Our beautiful morning boardwalk ritual. The ocean, sky, the islands of Lanai and Molokai across the way, the richly colored flowers and vegetation, and fellow walkers yelling out “Go Gophers” when they see my bright gold MINNESOTA t-shirt.

After our walk, it’s time to check in with emails from the mainland. Maui is four hours earlier than Minnesota. We have been trying to find a good time to FaceTime with Harper and Gus.

After such a busy morning 🙂 we were craving lunch at one of our favorite places, Aloha Mixed Plate. Karen saw this surfboard on the wall with their old logo (our favorite, which is two iterations ago) and used Prisma to make this beautiful photo.

Karen took the picture from the surfboard and made a really cool totem for me to use.

While she was taking photos, I wait for my favorite lunch to arrive, the classic “Aloha Mixed Plate” (the most popular item on the menu): shoyu chicken, teriyaki beef, fresh fish (usually Mahi Mahi), white rice, mac salad. Karen always goes a different direction with kalua pig and cabbage. Both are called “plate lunches,” inspired by the Hawaiian-Philippino-Chinese-Japanese plantation workers shared lunches.

Sand update: it’s still gone! Hopefully it will return soon.

Karen working tri-tip magic. SOOOO good! (She has enough rub for two! Lucky me.) While grilling, we met a guy from Canada who had never heard of tri-tip but wanted to know all about it. So when Karen was slicing it up for our dinner, she sliced a piece for him and had me deliver it. Needless to say, he was thrilled–his face said it all. Spreading aloha with beef cuts!

Such a beautiful setting for dinner with your sweetheart. Which is why we almost always have dinner at the condo.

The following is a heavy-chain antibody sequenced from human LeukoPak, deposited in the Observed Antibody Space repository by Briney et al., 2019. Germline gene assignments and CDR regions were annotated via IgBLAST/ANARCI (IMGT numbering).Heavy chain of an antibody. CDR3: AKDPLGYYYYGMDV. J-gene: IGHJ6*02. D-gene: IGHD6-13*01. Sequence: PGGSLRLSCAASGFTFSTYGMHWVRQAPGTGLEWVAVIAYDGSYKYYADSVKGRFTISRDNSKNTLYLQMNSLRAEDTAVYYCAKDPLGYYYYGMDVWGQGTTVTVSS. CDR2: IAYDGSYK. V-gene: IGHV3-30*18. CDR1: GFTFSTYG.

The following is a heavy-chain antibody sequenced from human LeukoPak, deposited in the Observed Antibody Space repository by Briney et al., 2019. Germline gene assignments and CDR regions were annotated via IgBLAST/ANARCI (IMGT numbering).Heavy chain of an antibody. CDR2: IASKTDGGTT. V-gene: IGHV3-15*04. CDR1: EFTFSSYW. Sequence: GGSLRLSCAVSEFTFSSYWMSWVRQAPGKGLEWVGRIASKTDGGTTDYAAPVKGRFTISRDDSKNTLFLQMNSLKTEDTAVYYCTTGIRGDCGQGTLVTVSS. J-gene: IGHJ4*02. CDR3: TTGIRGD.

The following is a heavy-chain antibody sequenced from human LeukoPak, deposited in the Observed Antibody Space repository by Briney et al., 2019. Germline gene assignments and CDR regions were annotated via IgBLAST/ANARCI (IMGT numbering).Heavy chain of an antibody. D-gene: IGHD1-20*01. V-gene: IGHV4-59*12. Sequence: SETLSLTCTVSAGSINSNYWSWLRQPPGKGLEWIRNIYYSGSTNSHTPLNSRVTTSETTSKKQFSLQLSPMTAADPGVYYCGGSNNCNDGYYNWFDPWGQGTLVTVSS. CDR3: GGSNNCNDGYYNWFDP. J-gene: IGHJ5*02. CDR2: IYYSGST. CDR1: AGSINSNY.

Karen was saying the palm gestures remind her of hula dancers.

Off we go! Day 1.

Yeah, good time to go!

Cooling our heels during a 4-hour layover in LAX. Interesting flight from MSP. It was so cold—how cold was it?—Boarding was delayed because the lead flight attendant was having trouble getting into work; take-off was delayed because the fuel truck wouldn’t start; there were few snacks/drinks/meals and no ice because that truck wouldn’t start; many of the “lines” in the restroom froze so those restrooms had to be closed. But we were safe and the winds with us so we arrived on time! It should also be mentioned that the pilot was masterful in preemptively calming the passengers.
Enjoying a lovely breakfast at Dukes (whales and rainbows and tradewinds, oh my!) and giving a POG toast to Scott & Richard for introducing us! And wishing they were here of course ….
One of the best things about rain!
Karen whale watching while trying to summon the will to leave to get groceries.
You know you’re in Hawaii when you can buy POG.
Yea! They have our favorite meat cut–tri tip–at Safeway! Our nephew Scott introduced us last year to this cut and we’ve been such fans ever since. Hard to find in Minnesota but we usually can get it at Everetts in Minneapolis. Karen does a dry rub on it, which makes it wonderful to grill and slice as a steak but then the leftovers make fantastic sandwiches and salads.
Personalizing the condo with Gus’s bon voyage banner…
and Harper’s sweet card.
The sands, they are ashiftin’.  Allyn, our property manager said the sand had recently been up to the top of the wall, but over a few days the direction of the waves changed and took all the sand out. The ocean today is much rougher than usual, and the winds much stronger.  The temp is 70, which the locals think is cold (right, Minnesotans?), and they are bundled up in jackets and sweaters. I had on shorts and an aloha shirt and thought it was lovely (though I guess Karen did have on a long-sleeve shirt).